Peeping Tom (1960)

DVD Cover (Criterion Collection)
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Overall Rating 76%
Overall Rating
Ranked #2,300
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Review by Crispy
Added: September 08, 2012
There's something special about a well-done psychological thriller. After all, there's very little in this world that's as disturbing as the twisted depravity the human mind is able to sink to.

A film studio camera man by profession, Mark Lewis also makes a little money on the side shooting smutty videos. In fact, his camera is on him at all times, and he films just about everything. You see, as Mark was growing up, his psychiatrist father would film him 24/7 while scaring the everliving shit out of the little tyke as part of his study on fear. Naturally, you can't do that to kids without royally fucking them up, and in Mark's case, he now spends his free time filming his murders. Nature vs. nurture indeed. Obviously, he lives a reclusive life watching all of his past nights of glory, until Helen, the cute little neighbor downstairs decides she's taken a fancy to the mysterious shy man.

Sure, the movie is about a serial killer, but the murders and ensuing investigation aren't really the forefront of the film. It's almost more of a character piece than anything else, delving into Mark's past and exploring what twisted him into the almost reluctant murderer he is today. And the addition of stable ground in the naive Helen is the perfect catalyst to launch the tension through the roof. You see, tension is the driving force that moves the film along. You know that Mark is the killer within the first five minute of the movie, yet Michael Powell sets up these scenes where Mark is alone with a woman and the viewer is holding their breath the whole time. It's beautiful technique, and it truly comes to a head when the little "gimmick" to his murders are revealed. Truth is, said gimmick is absolutely brilliant.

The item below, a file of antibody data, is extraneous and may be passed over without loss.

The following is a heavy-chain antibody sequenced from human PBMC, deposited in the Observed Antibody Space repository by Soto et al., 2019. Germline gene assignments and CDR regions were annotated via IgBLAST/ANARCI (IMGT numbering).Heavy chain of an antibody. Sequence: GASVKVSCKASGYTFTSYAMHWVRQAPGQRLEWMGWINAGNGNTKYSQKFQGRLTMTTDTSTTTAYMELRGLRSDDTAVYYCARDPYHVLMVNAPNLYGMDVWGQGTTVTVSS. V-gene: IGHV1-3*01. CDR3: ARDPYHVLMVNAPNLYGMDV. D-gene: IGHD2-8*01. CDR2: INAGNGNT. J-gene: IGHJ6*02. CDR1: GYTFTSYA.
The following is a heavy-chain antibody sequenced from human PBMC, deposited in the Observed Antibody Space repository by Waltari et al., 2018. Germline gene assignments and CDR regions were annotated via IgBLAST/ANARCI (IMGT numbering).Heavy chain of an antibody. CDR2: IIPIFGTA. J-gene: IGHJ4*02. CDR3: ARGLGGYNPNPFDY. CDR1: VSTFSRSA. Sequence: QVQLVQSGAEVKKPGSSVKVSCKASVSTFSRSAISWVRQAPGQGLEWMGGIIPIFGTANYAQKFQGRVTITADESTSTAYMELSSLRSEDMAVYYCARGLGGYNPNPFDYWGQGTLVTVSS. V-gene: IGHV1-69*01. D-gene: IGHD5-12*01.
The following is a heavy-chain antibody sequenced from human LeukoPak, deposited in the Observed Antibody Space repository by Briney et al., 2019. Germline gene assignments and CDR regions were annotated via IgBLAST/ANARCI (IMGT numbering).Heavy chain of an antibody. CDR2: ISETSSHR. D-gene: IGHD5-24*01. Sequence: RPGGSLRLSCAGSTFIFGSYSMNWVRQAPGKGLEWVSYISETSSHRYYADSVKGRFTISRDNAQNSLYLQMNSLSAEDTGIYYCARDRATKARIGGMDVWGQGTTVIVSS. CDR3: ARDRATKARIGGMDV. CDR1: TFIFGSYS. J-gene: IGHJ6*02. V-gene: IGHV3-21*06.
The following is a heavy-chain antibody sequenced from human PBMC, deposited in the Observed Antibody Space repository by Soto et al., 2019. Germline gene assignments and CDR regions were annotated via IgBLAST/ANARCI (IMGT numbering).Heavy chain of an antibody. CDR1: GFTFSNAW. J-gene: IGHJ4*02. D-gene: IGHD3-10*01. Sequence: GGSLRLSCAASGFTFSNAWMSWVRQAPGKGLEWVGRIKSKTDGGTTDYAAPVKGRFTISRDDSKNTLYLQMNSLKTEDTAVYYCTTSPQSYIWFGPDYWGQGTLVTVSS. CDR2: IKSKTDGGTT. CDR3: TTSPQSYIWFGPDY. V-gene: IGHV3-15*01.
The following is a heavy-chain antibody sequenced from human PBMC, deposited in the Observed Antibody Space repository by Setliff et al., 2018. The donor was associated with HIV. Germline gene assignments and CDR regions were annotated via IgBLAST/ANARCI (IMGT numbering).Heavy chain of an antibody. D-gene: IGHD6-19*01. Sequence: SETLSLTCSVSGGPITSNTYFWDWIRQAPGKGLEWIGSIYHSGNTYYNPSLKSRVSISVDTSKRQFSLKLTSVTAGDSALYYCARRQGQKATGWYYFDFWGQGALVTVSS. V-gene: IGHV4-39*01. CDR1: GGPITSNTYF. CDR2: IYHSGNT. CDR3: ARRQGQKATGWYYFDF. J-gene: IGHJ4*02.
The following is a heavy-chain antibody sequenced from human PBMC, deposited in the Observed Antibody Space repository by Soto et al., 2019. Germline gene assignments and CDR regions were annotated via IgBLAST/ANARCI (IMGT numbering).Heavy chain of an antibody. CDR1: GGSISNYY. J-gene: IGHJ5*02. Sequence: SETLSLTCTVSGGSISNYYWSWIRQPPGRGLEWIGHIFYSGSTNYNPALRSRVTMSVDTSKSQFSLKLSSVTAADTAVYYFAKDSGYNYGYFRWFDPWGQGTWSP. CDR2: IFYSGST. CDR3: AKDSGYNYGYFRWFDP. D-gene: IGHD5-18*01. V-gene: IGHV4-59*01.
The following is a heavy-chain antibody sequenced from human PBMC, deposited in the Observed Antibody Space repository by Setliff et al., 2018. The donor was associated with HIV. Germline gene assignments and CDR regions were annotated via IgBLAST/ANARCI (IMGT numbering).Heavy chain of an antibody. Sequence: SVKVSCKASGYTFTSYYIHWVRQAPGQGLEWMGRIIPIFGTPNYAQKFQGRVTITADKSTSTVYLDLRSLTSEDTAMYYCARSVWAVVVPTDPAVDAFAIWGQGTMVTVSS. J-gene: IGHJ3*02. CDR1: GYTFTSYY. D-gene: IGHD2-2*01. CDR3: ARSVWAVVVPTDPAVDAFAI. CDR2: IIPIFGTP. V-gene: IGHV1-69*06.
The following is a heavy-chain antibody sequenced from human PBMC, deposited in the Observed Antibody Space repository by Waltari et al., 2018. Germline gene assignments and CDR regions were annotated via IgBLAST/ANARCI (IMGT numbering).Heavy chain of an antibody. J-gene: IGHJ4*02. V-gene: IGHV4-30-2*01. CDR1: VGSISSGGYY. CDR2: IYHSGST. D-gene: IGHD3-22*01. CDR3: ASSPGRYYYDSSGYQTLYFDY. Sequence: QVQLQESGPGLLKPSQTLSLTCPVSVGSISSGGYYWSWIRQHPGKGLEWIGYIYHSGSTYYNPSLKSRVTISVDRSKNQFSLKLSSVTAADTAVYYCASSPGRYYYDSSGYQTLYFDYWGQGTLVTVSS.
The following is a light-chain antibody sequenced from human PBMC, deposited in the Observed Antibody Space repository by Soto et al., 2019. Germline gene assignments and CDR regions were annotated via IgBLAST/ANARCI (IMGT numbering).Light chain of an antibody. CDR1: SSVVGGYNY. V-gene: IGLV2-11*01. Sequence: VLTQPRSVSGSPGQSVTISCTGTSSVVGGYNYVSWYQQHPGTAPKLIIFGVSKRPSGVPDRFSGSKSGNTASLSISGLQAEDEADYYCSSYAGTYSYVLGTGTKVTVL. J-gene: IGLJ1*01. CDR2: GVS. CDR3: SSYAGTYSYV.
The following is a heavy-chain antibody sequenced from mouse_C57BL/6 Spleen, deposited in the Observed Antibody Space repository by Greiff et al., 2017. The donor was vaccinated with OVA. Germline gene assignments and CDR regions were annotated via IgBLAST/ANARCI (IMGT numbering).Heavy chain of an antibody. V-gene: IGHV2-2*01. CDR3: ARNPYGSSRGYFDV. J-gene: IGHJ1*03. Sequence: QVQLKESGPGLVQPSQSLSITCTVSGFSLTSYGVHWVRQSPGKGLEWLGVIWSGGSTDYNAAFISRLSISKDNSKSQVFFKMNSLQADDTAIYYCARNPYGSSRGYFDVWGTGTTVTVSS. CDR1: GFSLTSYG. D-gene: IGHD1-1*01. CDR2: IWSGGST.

Peeping Tom isn't content to rely on just premise alone; the writing is great. Some screenwriters just have a knack for giving their characters great lines, and Leo Marks certainly seems to be one of them. Helen's mother in particular had some zingers, and no offense to Maxine Audley, but it was thanks to Marks that the character did so much in such a short amount of time.

Considering the way the movie is structured, it's obvious that the entirety of the movie rested on Carl Boehm's shoulders. Well, he absolutely excelled as Mark. He's a deranged man no doubt, but Boehm was able to add a whole new layer to him. You get the feeling that he's not exactly evil, but he broke under the strain of his father's torment, and somewhere deep down he knows what he's doing his wrong but he can't help himself. And kudos to all involved, Boehm was able to get all this and more across without the movie itself over-explaining the whole thing. Our other main star, Helen, was played by Anna Massey. Massey was, to be kind, not quite at Boehm's level. Had the character been more heavily featured in the movie, things could have turned out a lot worse. Fortunately, that wasn't the case.

I love gore and high kill counts as much as the next guy, but Peeping Tom excels on the power of sheer human depravity alone. It's a twisted little thriller, and I highly recommend it. 9/10.
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